Avoidant Personality Disorder

Have you ever felt reluctant to partake in novel activities and meeting strangers?

That you are inadequate and inferior to others?

Or that people are secretly criticising and making fun of you?

If you have answered yes to any of the above, you may have Avoidant Personality Disorder.


What is Avoidant Personality Disorder?

Avoidant Personality Disorder is a type of personality disorder. Those with Avoidant Personality Disorder are characterized by feelings of extreme social inhibition, inadequacy, and sensitivity to negative criticism and rejection. Though they would like to interact with others, they tend to avoid social interaction due to the intense fear of being rejected. Avoidant Personality Disorder causes significant problems that affect the ability to interact with others and maintain relationships in day-to-day life.

Avoidant Personality Disorder is often associated with other mental health conditions like Social Anxiety Disorder. However, important distinctions exist between them. Those with Avoidant Personality Disorder often experience anxiety in all areas of life, leading to higher levels of dysfunction, lower levels of sociability, and more consistent feelings of low self-esteem. In contrast, those with Social Anxiety Disorder may only experience anxiety in specific situations, such as public speaking. Nevertheless, it is also common for the two conditions to occur simultaneously.



The exact cause of Avoidant Personality Disorder is unknown. However, it is believed that both genetics and environment play a role.

Environmental factors, particularly in childhood, play an important role. Often, individuals with Avoidant Personality Disorder are very shy as children and do not outgrow this shyness as they age. Emotional abuse, criticism, or lack of affection by a parent or caregiver in childhood may result in the development of Avoidant Personality Disorder as well. Rejection by peers may similarly be a risk factor.



A person who has an Avoidant Personality Disorder is aware of being uncomfortable in social situations and often feels socially inept. Despite this self-awareness, comments by others about their shyness or nervousness in social settings may feel like criticism or rejection. In addition to their fear of humiliation and rejection, other common traits of people with this disorder include the following:

  • Oversensitive
  • Shy, awkward, and self-conscious in social situations
  • Exaggerate potential problems
  • Seldom try anything new
  • Poor self-image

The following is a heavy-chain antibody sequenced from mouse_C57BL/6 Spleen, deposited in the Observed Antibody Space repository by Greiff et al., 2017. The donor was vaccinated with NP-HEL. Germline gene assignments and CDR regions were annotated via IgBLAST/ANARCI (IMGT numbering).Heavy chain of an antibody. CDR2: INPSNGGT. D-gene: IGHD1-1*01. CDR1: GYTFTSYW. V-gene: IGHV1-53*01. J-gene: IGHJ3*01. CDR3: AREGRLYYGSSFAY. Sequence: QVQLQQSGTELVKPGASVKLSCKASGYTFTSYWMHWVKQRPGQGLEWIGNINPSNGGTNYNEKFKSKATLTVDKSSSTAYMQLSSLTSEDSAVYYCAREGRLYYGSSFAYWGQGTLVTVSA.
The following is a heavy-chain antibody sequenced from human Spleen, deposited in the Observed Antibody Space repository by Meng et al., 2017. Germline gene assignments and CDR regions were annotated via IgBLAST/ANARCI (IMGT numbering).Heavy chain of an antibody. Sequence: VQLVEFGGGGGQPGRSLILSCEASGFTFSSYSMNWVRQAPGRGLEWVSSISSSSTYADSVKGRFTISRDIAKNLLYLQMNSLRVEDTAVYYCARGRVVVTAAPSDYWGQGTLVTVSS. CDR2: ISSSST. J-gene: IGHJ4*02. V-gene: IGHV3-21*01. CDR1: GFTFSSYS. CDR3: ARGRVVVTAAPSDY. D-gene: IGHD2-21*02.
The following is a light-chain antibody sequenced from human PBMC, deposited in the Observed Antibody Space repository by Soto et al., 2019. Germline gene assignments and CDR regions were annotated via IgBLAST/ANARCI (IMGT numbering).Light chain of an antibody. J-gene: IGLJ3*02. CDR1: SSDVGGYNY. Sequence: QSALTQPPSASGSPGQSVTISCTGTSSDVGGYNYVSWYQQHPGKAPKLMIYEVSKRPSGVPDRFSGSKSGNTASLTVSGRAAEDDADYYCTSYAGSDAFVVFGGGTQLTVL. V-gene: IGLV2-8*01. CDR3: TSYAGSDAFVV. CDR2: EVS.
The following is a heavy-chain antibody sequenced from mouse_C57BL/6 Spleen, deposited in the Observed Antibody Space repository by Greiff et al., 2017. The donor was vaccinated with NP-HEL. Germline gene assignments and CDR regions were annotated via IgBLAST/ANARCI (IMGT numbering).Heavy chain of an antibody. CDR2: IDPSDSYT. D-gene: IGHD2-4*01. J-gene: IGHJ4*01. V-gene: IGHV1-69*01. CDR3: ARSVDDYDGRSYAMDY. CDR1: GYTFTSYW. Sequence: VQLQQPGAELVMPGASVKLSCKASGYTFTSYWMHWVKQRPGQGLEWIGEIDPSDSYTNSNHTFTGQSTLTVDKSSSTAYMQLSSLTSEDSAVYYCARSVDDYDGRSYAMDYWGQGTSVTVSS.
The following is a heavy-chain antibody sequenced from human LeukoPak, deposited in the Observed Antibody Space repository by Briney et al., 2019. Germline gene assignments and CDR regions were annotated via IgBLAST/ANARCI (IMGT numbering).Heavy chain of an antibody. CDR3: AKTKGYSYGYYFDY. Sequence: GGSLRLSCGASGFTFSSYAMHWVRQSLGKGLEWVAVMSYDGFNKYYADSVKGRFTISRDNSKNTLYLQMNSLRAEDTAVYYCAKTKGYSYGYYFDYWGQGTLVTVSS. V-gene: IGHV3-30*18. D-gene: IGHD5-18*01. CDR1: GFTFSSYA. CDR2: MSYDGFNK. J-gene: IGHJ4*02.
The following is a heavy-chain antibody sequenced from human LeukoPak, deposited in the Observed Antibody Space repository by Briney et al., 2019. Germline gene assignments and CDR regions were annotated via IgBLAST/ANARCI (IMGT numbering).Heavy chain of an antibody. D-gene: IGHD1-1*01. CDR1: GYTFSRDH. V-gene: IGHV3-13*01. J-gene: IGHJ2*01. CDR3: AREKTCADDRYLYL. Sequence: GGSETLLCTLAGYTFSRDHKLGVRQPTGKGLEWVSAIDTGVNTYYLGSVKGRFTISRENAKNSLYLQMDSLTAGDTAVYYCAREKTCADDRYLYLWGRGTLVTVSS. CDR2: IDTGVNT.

• Self-isolation
  • Avoiding conflict (being a "people-pleaser")
  • Avoiding making decisions
  • No close friends/lacking a social network



Treating Avoidant Personality Disorder is difficult because those with this disorder have deep-rooted patterns of thinking and behavior that have existed for many years. However, individuals tend to be motivated to seek treatment because their disorder causes them significant distress, and most want to develop relationships. This desire can motivate them to follow their treatment plans. There are three main types of treatment available.

✽   Psychotherapy

This is the main treatment for Avoidant Personality Disorder. Psychotherapy is a type of individual counseling that focuses on changing a person’s thinking (cognitive therapy) and behavior (behavioural therapy). Therapy is likely to focus on overcoming fears, changing thought processes and behaviors, helping the person better cope with social situations.

Forms of therapy used may include Cognitive Behavioural Therapy (CBT), Psychodynamic Therapy, and Schema Therapy. Group therapy and social skills training may also be helpful.

✽   Medication

While there are currently no medications specifically approved for treating Avoidant Personality Disorder, if a person has other related disorders such as Depression or Anxiety medication may be prescribed to help with those symptoms. This includes antidepressants or anti-anxiety drugs.

For the best results, medication should be done in combination with psychotherapy. Treatment for people with this disorder is most effective when family members are involved and supportive. Without treatment, a person with this disorder can become isolated from society, causing long-term difficulties with work and social functioning. They are also at greater risk for depression and substance abuse.


Watch the short video attached to get a great summary of this disorder.